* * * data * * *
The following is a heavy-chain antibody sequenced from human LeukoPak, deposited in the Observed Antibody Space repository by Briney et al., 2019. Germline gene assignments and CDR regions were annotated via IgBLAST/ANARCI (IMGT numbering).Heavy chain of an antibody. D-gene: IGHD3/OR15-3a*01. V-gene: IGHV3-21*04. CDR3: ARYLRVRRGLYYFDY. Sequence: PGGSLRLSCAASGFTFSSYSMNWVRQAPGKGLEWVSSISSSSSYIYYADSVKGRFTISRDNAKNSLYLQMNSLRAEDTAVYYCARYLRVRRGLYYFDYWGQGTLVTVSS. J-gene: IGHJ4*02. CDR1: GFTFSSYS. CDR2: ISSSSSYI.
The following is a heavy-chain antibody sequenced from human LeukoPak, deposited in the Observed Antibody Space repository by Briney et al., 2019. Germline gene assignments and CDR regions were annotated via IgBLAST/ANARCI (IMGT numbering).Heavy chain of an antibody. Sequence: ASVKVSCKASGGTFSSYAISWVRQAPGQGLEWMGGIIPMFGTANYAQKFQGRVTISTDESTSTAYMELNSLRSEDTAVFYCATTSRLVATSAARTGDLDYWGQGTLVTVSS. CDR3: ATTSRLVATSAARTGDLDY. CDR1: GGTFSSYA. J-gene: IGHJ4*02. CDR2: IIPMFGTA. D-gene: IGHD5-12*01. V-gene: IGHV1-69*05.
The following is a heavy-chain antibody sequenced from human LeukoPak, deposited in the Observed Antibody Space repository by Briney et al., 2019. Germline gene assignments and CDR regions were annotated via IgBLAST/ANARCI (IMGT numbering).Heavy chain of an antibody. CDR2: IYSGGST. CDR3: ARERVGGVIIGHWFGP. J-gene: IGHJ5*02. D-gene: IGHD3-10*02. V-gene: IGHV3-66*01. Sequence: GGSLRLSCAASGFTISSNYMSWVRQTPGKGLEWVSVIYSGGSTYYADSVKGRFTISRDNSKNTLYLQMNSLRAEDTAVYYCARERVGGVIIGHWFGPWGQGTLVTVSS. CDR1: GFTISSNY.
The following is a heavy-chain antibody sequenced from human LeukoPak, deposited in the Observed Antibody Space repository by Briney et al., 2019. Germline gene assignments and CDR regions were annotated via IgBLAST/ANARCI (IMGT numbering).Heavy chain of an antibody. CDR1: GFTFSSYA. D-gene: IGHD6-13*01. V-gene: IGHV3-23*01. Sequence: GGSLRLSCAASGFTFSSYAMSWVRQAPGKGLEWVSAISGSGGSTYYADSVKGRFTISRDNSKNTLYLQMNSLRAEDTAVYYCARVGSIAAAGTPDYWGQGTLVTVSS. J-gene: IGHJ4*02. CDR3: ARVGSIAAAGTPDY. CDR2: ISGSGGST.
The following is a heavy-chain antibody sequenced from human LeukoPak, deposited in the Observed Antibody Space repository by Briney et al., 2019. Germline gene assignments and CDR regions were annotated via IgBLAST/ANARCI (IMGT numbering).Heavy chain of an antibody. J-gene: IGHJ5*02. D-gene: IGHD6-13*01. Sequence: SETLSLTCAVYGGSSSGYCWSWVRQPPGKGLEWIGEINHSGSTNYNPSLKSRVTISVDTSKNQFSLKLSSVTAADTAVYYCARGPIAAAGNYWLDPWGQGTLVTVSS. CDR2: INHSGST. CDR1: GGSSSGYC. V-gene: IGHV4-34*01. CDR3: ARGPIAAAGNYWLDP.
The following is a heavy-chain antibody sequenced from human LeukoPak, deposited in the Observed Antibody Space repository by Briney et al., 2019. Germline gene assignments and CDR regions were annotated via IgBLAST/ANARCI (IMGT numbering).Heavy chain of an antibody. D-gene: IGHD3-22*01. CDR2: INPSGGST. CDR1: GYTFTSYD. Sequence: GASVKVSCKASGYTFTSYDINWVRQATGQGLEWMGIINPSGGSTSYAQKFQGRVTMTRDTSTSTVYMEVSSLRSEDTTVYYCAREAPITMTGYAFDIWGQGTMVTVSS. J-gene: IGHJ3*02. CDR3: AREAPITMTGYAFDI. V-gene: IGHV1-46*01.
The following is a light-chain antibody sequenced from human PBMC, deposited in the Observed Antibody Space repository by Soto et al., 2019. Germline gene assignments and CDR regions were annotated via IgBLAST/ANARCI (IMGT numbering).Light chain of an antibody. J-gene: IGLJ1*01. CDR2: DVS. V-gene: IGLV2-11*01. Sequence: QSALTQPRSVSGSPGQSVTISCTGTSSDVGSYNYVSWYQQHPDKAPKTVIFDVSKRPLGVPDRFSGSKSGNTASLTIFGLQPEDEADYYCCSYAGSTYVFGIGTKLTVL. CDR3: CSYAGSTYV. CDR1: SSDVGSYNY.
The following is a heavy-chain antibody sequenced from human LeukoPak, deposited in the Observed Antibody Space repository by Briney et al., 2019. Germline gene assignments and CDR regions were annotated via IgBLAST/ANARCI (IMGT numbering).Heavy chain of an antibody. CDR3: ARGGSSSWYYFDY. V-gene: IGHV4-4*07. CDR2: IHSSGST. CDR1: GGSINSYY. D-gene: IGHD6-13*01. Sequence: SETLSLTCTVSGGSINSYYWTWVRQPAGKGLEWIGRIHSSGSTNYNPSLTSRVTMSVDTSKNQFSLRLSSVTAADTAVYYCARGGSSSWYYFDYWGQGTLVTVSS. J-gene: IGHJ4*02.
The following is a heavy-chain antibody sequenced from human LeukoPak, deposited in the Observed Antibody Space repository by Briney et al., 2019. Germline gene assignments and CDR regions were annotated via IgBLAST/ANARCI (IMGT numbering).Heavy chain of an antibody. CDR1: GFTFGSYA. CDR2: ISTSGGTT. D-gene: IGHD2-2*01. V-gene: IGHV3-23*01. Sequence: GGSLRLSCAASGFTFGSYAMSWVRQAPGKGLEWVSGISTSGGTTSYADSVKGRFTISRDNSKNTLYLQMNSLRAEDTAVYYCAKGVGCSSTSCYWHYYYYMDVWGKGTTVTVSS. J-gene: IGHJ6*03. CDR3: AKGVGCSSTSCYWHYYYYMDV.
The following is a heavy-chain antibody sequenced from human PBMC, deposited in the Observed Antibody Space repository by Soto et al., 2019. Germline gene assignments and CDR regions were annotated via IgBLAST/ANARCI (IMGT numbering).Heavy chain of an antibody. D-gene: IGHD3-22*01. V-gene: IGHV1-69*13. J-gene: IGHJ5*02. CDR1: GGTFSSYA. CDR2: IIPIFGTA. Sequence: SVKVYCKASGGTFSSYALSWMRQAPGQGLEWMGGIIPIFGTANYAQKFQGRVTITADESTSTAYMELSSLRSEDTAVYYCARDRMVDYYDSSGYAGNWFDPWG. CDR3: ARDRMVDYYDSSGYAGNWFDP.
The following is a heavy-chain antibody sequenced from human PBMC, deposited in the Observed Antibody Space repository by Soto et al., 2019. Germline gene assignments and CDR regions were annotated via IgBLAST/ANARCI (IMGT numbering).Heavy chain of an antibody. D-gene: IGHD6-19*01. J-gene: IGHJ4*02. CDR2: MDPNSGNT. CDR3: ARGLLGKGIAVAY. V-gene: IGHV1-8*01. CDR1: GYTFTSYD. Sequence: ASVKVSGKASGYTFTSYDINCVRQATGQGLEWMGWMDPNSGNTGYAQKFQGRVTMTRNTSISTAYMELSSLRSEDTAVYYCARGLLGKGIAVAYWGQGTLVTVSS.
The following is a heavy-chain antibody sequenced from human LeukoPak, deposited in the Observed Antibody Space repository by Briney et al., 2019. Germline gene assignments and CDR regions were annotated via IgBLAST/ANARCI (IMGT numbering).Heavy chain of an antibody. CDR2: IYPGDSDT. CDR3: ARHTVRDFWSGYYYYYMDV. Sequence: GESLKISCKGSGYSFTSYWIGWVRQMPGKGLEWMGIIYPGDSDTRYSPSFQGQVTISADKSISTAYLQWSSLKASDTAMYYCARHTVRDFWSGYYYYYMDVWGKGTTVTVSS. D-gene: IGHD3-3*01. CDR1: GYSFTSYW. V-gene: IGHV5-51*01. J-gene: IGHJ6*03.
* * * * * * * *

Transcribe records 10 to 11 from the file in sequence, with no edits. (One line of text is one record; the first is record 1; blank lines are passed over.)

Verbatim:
The following is a heavy-chain antibody sequenced from human PBMC, deposited in the Observed Antibody Space repository by Soto et al., 2019. Germline gene assignments and CDR regions were annotated via IgBLAST/ANARCI (IMGT numbering).Heavy chain of an antibody. D-gene: IGHD3-22*01. V-gene: IGHV1-69*13. J-gene: IGHJ5*02. CDR1: GGTFSSYA. CDR2: IIPIFGTA. Sequence: SVKVYCKASGGTFSSYALSWMRQAPGQGLEWMGGIIPIFGTANYAQKFQGRVTITADESTSTAYMELSSLRSEDTAVYYCARDRMVDYYDSSGYAGNWFDPWG. CDR3: ARDRMVDYYDSSGYAGNWFDP.
The following is a heavy-chain antibody sequenced from human PBMC, deposited in the Observed Antibody Space repository by Soto et al., 2019. Germline gene assignments and CDR regions were annotated via IgBLAST/ANARCI (IMGT numbering).Heavy chain of an antibody. D-gene: IGHD6-19*01. J-gene: IGHJ4*02. CDR2: MDPNSGNT. CDR3: ARGLLGKGIAVAY. V-gene: IGHV1-8*01. CDR1: GYTFTSYD. Sequence: ASVKVSGKASGYTFTSYDINCVRQATGQGLEWMGWMDPNSGNTGYAQKFQGRVTMTRNTSISTAYMELSSLRSEDTAVYYCARGLLGKGIAVAYWGQGTLVTVSS.